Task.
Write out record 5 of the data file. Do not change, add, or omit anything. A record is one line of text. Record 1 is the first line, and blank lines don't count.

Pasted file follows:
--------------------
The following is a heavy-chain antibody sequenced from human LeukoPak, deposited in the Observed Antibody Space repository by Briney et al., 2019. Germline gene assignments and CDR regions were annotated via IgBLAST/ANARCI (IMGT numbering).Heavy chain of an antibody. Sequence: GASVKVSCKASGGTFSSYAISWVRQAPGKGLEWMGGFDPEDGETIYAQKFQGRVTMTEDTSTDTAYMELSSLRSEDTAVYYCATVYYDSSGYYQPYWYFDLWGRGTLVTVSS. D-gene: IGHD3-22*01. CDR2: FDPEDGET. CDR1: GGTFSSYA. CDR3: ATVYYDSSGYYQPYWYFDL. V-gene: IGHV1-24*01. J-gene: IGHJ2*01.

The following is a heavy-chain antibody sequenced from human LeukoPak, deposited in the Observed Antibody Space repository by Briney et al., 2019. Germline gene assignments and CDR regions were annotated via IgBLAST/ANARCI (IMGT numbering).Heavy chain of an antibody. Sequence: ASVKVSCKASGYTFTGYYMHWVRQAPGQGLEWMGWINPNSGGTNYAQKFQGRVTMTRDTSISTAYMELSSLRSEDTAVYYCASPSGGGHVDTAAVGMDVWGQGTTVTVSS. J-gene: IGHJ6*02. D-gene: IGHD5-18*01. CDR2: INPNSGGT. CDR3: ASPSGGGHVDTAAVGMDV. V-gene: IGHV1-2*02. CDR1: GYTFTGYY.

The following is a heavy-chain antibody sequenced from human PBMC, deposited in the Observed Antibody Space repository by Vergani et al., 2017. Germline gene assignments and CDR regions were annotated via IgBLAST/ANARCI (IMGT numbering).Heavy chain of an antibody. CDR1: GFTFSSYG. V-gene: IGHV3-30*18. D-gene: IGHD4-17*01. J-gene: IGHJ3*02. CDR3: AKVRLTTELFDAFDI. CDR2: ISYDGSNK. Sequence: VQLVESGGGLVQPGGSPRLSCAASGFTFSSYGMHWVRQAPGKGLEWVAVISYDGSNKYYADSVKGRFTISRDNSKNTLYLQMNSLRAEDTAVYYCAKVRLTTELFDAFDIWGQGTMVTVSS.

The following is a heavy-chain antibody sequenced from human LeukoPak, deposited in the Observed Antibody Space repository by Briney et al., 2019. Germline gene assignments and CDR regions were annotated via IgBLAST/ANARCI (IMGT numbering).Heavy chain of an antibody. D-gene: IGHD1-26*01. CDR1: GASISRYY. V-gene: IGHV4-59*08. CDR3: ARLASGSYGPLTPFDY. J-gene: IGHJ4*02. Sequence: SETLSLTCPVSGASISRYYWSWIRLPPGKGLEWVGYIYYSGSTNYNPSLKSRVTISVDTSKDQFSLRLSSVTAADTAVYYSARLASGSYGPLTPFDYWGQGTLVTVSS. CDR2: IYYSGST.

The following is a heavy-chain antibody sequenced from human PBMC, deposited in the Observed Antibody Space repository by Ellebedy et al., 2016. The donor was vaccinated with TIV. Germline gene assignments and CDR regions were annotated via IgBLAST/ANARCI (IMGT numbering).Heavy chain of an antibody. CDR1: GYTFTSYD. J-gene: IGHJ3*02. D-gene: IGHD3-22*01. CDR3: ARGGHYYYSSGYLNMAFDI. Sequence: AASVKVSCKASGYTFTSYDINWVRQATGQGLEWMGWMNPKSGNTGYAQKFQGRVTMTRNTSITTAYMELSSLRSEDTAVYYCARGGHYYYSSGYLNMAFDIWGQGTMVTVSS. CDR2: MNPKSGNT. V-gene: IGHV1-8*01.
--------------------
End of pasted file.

The following is a heavy-chain antibody sequenced from human PBMC, deposited in the Observed Antibody Space repository by Ellebedy et al., 2016. The donor was vaccinated with TIV. Germline gene assignments and CDR regions were annotated via IgBLAST/ANARCI (IMGT numbering).Heavy chain of an antibody. CDR1: GYTFTSYD. J-gene: IGHJ3*02. D-gene: IGHD3-22*01. CDR3: ARGGHYYYSSGYLNMAFDI. Sequence: AASVKVSCKASGYTFTSYDINWVRQATGQGLEWMGWMNPKSGNTGYAQKFQGRVTMTRNTSITTAYMELSSLRSEDTAVYYCARGGHYYYSSGYLNMAFDIWGQGTMVTVSS. CDR2: MNPKSGNT. V-gene: IGHV1-8*01.